In this day and age, it’s fairly easy to excuse shameful behavior. I was drunk. I’m young. It’s college. We weren’t really “together” at the time. Or, as Chico Marx once explained to his wife, “I wasn’t kissing her, I was whispering in her mouth.” Going into my senior year of university now, I’ve heard an immense variety of rationalizations for things my peers aren’t proud of doing. One of the many things the past few years have taught me is that excuses are nothing more than thinly-veiled disservices to myself. They offer me a comfortable way out of an uncomfortable situation that I could potentially grow from.
I believe in accountability. I happen to think just about every excuse – barring the good ones, mind you – is a bad excuse. I choose listen to my conscience and try hard to not make mistakes. When I do make them, I try especially hard to not make them again. I hold that this is the route to becoming a better, happier person. I realize that lapses in judgment can potentially haunt me and creep up at inopportune moments down the road. The best excuse wouldn’t remedy the disappointment in my future wife’s eyes if she found out I was once featured on Guys Gone Wild (which I wasn’t, but you get the point).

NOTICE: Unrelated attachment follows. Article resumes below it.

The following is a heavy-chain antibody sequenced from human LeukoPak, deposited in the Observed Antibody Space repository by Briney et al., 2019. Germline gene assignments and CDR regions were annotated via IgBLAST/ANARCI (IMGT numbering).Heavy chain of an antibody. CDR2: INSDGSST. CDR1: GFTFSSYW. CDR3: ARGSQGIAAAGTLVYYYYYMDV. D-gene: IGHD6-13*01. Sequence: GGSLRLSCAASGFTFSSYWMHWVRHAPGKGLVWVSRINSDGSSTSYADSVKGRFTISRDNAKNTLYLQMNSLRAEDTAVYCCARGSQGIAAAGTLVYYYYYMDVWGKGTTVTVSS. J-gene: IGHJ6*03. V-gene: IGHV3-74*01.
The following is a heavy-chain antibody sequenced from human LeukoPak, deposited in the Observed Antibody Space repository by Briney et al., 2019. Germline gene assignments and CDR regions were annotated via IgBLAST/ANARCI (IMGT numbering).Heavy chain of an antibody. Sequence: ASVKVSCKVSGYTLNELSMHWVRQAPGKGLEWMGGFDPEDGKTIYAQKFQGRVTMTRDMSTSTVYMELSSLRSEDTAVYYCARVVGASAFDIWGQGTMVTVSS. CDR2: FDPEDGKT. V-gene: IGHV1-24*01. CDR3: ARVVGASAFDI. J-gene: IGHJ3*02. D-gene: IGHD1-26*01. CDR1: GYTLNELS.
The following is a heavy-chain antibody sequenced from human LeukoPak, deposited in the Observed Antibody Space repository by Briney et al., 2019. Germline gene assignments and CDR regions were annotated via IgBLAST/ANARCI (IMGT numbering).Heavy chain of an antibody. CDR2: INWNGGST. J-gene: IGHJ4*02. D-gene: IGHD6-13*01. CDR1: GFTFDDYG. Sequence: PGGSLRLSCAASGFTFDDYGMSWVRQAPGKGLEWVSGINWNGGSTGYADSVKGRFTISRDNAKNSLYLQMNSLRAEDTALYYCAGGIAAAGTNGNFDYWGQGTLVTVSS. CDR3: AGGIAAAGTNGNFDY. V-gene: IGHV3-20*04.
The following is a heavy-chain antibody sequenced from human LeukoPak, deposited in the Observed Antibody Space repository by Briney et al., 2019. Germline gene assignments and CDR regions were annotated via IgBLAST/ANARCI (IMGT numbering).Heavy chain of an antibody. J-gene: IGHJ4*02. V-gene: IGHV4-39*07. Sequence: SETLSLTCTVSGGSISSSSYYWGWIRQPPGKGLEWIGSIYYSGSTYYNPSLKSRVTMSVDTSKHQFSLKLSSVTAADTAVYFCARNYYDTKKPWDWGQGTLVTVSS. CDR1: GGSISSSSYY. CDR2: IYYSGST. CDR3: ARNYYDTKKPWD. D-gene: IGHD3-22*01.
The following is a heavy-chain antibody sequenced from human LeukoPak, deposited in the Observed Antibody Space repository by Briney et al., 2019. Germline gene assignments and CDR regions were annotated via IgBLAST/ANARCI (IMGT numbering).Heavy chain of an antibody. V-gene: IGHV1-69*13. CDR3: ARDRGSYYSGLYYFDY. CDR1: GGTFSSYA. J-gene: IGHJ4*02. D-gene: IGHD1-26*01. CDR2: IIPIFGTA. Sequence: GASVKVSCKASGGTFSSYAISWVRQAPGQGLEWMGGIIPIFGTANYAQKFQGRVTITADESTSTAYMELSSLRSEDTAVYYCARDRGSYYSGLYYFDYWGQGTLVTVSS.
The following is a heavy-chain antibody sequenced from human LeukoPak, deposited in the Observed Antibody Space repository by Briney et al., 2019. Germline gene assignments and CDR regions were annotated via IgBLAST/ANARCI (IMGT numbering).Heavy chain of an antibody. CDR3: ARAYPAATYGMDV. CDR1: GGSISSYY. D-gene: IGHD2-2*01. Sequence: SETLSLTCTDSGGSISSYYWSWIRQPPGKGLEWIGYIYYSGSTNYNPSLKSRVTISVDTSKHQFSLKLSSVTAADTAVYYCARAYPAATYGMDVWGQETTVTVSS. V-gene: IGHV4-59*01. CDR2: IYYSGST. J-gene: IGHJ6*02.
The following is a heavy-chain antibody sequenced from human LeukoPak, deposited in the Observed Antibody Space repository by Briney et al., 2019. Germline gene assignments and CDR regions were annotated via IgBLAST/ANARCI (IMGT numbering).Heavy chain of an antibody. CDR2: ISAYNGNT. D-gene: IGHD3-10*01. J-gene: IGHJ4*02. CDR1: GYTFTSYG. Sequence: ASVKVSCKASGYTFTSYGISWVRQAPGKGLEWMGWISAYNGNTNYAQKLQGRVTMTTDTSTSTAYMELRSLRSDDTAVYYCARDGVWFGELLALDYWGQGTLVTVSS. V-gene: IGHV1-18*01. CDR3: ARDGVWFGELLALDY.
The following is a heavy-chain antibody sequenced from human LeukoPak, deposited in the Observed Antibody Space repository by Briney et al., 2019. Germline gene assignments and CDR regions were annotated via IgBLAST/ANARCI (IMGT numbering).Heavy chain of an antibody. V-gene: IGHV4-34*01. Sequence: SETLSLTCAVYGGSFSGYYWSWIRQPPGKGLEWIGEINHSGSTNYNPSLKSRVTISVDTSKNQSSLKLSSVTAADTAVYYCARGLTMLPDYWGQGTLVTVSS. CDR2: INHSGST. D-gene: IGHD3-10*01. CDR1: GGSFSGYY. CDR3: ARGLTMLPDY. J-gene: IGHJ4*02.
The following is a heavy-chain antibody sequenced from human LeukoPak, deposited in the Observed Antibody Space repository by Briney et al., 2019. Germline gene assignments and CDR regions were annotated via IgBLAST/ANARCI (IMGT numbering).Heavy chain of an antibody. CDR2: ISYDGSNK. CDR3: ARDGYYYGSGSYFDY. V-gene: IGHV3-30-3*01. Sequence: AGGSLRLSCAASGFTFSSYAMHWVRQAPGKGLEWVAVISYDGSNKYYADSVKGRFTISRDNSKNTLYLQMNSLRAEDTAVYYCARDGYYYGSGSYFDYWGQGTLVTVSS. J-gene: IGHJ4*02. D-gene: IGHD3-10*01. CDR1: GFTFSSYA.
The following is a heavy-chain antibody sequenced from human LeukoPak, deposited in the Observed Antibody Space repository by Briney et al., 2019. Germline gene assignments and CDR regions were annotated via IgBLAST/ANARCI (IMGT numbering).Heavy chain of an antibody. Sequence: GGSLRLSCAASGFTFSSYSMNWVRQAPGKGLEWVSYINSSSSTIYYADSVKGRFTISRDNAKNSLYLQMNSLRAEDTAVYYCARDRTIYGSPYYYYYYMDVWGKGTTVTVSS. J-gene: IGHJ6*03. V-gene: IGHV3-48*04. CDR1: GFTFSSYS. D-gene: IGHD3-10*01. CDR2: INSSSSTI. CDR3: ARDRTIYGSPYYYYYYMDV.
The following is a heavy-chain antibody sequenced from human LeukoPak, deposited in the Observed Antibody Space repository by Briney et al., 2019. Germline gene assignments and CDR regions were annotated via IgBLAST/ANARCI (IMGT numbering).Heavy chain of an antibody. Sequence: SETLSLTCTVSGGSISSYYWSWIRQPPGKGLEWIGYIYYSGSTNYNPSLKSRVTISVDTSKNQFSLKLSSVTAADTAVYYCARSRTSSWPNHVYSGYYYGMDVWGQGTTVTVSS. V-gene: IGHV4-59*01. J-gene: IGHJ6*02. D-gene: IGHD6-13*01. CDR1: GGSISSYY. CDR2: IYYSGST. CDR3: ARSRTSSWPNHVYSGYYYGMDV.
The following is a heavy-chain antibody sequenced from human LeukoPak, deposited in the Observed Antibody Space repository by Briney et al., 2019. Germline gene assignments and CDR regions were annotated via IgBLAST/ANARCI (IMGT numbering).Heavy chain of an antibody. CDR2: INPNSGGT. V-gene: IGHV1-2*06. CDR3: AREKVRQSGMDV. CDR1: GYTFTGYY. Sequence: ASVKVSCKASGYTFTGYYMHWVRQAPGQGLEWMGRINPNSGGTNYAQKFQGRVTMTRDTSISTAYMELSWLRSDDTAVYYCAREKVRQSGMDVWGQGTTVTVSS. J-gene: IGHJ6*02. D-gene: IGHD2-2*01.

My mistakes are often on my mind. I’ve owned up to and comfortably live with them. Life is, after all, an exercise in trial and error. Every night I go over what I would have rather done differently during the day. What drives me is, quite simply, a desire to criticize myself before someone else does it for me; to be genuinely proud of my track record. I don’t want something I did “back in college” to ruin my job eligibility or jeopardize future relationships. I try to be my own harshest critic.
I’m often asked if this relatively exacting philosophy has a negative impact on my self-esteem. In fact, it does the exact opposite: it ensures I’m always well under way to becoming the person I want to be. My self-criticism has allowed me to conclude that I’m very satisfied with who I am. I advocate meddling in – considering, reconsidering, and pondering over – your own business. Obviously, if you don’t recognize your indiscretions there’s no way you can take steps against their recurrence. Next thing you know, you’re caught in an unfortunate loop, making the same bad decision, coming up with a similarly bad excuse for it, and learning absolutely nothing from it all.
When I speak of accountability, I speak of having the guts to take the brunt of a bad call, knowing fully well that I could absolve myself from blame under a false pretense. I speak of the acknowledgment that not doing so would result in personal stasis. Lastly, I speak of taking certain measures to prevent the situation from repeating itself. Generally, subscribing to this idea testifies to a nagging desire for self-improvement; thus, I proudly consider myself accountable.
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